by Greg Johnson
WordServe Literary Group
After representing a couple of thousand books, I’ve seen average books go through the roof, and great books struggle to find readers. I won’t name names or titles, but we’ve all scratched our heads after reading a current bestseller, thinking Really? Naturally, I’ve seen hundreds of books sell just “okay.” And on rare occasions, I’ve even seen great books do very well. Imagine that?
So why are some books unable to find a foothold in retail and with consumers? The reasons are legion.
• No one has heard of the author, so they’re not looking for their book.
• A world event happened–war/disaster/crime/election–so the book and author who could have been talked about on media (and was booked on media), is no longer big news. (I’ve seen this happen more than once.)
• Bad cover. While you can’t “judge a book by its cover,” you certainly may not buy it if it’s awful.
• Bad spine. A consumer takes .8 seconds to look at your book spine as they walk down the aisles in bookstores, and if they can’t read the font/script/type, they won’t work hard enough to pick it up to see your great title, subtitle, endorsements and back cover copy. Sale denied. (So always make sure you are sent the spine to make sure it’s readable.)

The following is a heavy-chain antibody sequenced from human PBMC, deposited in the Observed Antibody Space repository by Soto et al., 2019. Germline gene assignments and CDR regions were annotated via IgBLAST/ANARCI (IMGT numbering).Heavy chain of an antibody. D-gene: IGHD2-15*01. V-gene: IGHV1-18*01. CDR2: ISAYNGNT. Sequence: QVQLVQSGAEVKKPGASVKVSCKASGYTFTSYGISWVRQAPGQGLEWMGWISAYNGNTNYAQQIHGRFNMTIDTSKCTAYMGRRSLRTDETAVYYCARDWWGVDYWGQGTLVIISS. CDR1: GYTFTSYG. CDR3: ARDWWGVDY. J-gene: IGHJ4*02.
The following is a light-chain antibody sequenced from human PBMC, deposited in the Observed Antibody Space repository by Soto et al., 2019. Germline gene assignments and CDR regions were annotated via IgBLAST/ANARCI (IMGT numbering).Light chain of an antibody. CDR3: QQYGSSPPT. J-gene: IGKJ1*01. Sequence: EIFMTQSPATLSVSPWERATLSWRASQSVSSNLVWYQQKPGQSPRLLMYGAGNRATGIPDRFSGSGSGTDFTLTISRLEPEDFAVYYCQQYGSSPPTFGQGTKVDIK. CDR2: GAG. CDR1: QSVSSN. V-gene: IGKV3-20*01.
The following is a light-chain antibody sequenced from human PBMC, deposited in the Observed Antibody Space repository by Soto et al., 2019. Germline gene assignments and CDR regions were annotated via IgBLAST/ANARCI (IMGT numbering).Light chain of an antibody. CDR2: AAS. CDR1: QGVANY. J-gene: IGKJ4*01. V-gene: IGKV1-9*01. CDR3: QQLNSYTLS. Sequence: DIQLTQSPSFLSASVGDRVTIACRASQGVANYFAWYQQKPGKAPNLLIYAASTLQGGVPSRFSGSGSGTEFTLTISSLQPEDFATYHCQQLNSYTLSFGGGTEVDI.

• Interior type is too small or squished together. I’ve had several great books die because the publisher wanted to save paper so they put it in 9 pt. type. Even a great cover and big author name can’t save a book from people saying, “My eyes got tired of reading so I didn’t finish it.”
• Lots of bad reviews and not enough good reviews to counteract them.
• Retail doesn’t reorder. While a publisher will often get at least one book of yours on the shelf at most stores, they can’t put a gun to a retailer’s head and make them reorder. Complaining that “my book is not on the shelf” is rarely the fault of the publisher. Believe me; they ARE trying to sell books.
• No e-book marketing/sales strategy.
• No buzz. The publisher must create some buzz through TV/radio/blog reviews and all the rest. But it’s not only their job. The author must (MUST) be about the business of creating their own buzz, as well.
I tell my authors that a publisher can sell about 15,000 copies of almost anything if they really want to. (I only wish they really wanted to on every book.) But the book won’t sell more than 15,000 if it doesn’t get word of mouth. Good, bad or mediocre books sell well because groups of people start talking about it and telling their friends and neighbors. Think about how many times you’ve said, “You’ve got to go see this movie,” or “You’ve got to read this book.” That’s what sells tickets and books the most.
Bottom line: They heard about it, saw it, bought it, loved it, and then told others.
Do you agree with this conclusion? Are there other reasons you’ve seen or heard about why books sell or don’t sell (yours or others)?
Greg Johnson is president of WordServe Literary Group in Colorado, and has been a literary agent for 18 years.